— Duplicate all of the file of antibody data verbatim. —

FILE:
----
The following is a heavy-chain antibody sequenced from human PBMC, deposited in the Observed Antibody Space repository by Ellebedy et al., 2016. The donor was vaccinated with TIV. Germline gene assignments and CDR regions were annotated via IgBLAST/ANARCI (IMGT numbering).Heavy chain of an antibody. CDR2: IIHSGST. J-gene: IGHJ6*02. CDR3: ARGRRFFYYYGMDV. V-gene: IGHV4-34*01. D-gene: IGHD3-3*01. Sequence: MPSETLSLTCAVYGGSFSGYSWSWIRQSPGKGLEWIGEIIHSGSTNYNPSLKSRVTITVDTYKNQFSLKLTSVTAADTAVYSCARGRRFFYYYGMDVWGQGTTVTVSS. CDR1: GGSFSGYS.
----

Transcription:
The following is a heavy-chain antibody sequenced from human PBMC, deposited in the Observed Antibody Space repository by Ellebedy et al., 2016. The donor was vaccinated with TIV. Germline gene assignments and CDR regions were annotated via IgBLAST/ANARCI (IMGT numbering).Heavy chain of an antibody. CDR2: IIHSGST. J-gene: IGHJ6*02. CDR3: ARGRRFFYYYGMDV. V-gene: IGHV4-34*01. D-gene: IGHD3-3*01. Sequence: MPSETLSLTCAVYGGSFSGYSWSWIRQSPGKGLEWIGEIIHSGSTNYNPSLKSRVTITVDTYKNQFSLKLTSVTAADTAVYSCARGRRFFYYYGMDVWGQGTTVTVSS. CDR1: GGSFSGYS.